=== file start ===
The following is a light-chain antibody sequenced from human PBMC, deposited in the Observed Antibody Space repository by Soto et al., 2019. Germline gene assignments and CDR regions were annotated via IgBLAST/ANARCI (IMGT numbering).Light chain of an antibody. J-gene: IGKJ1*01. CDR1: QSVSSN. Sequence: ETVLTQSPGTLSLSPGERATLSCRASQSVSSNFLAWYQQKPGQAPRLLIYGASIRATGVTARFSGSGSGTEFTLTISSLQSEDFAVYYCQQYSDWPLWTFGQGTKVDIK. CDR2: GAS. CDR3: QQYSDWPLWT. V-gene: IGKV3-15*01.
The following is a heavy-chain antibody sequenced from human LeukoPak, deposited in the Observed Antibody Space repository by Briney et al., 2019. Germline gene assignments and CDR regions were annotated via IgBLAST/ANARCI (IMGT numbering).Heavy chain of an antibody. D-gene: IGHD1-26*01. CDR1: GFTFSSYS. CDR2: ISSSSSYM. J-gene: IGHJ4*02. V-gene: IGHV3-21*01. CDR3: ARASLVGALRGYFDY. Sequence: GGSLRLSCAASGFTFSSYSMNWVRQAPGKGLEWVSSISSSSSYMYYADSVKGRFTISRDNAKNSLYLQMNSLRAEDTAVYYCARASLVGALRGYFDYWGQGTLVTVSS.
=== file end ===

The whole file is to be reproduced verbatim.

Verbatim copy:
The following is a light-chain antibody sequenced from human PBMC, deposited in the Observed Antibody Space repository by Soto et al., 2019. Germline gene assignments and CDR regions were annotated via IgBLAST/ANARCI (IMGT numbering).Light chain of an antibody. J-gene: IGKJ1*01. CDR1: QSVSSN. Sequence: ETVLTQSPGTLSLSPGERATLSCRASQSVSSNFLAWYQQKPGQAPRLLIYGASIRATGVTARFSGSGSGTEFTLTISSLQSEDFAVYYCQQYSDWPLWTFGQGTKVDIK. CDR2: GAS. CDR3: QQYSDWPLWT. V-gene: IGKV3-15*01.
The following is a heavy-chain antibody sequenced from human LeukoPak, deposited in the Observed Antibody Space repository by Briney et al., 2019. Germline gene assignments and CDR regions were annotated via IgBLAST/ANARCI (IMGT numbering).Heavy chain of an antibody. D-gene: IGHD1-26*01. CDR1: GFTFSSYS. CDR2: ISSSSSYM. J-gene: IGHJ4*02. V-gene: IGHV3-21*01. CDR3: ARASLVGALRGYFDY. Sequence: GGSLRLSCAASGFTFSSYSMNWVRQAPGKGLEWVSSISSSSSYMYYADSVKGRFTISRDNAKNSLYLQMNSLRAEDTAVYYCARASLVGALRGYFDYWGQGTLVTVSS.